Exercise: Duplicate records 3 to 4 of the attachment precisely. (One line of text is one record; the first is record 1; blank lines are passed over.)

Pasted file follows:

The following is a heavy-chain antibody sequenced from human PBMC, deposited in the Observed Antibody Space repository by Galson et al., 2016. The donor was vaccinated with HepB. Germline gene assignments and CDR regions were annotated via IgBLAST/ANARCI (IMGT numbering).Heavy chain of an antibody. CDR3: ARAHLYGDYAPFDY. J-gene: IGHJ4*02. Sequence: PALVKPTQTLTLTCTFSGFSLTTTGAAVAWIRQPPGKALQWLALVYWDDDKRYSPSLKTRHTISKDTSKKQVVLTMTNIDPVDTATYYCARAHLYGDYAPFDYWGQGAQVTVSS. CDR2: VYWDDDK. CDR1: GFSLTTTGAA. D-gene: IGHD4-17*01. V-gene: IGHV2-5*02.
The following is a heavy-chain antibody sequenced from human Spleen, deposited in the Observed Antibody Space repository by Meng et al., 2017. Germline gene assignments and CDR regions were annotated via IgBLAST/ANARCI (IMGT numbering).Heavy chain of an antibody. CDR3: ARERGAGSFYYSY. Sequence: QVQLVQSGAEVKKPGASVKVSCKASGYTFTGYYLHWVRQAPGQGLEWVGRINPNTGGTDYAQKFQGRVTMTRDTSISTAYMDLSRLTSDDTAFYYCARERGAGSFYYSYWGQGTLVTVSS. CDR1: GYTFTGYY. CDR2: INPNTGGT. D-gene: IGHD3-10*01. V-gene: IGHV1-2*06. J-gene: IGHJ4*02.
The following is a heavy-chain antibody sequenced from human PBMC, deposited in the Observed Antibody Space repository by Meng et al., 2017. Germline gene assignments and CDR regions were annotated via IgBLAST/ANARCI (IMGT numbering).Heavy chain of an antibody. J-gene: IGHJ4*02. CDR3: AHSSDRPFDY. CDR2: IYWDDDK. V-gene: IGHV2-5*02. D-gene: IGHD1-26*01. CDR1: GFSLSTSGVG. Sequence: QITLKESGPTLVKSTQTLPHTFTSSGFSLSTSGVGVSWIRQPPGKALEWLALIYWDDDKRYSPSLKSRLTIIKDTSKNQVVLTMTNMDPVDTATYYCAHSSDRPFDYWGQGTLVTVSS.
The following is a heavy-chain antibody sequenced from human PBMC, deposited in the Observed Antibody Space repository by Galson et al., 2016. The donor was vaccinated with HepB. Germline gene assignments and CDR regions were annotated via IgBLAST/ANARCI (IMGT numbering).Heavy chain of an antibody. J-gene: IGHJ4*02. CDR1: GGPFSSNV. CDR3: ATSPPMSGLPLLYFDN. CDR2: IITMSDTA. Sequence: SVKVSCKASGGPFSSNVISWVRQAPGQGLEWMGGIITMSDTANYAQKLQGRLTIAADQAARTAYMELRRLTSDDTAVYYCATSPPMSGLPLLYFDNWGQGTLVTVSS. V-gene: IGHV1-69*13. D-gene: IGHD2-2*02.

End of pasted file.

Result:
The following is a heavy-chain antibody sequenced from human PBMC, deposited in the Observed Antibody Space repository by Meng et al., 2017. Germline gene assignments and CDR regions were annotated via IgBLAST/ANARCI (IMGT numbering).Heavy chain of an antibody. J-gene: IGHJ4*02. CDR3: AHSSDRPFDY. CDR2: IYWDDDK. V-gene: IGHV2-5*02. D-gene: IGHD1-26*01. CDR1: GFSLSTSGVG. Sequence: QITLKESGPTLVKSTQTLPHTFTSSGFSLSTSGVGVSWIRQPPGKALEWLALIYWDDDKRYSPSLKSRLTIIKDTSKNQVVLTMTNMDPVDTATYYCAHSSDRPFDYWGQGTLVTVSS.
The following is a heavy-chain antibody sequenced from human PBMC, deposited in the Observed Antibody Space repository by Galson et al., 2016. The donor was vaccinated with HepB. Germline gene assignments and CDR regions were annotated via IgBLAST/ANARCI (IMGT numbering).Heavy chain of an antibody. J-gene: IGHJ4*02. CDR1: GGPFSSNV. CDR3: ATSPPMSGLPLLYFDN. CDR2: IITMSDTA. Sequence: SVKVSCKASGGPFSSNVISWVRQAPGQGLEWMGGIITMSDTANYAQKLQGRLTIAADQAARTAYMELRRLTSDDTAVYYCATSPPMSGLPLLYFDNWGQGTLVTVSS. V-gene: IGHV1-69*13. D-gene: IGHD2-2*02.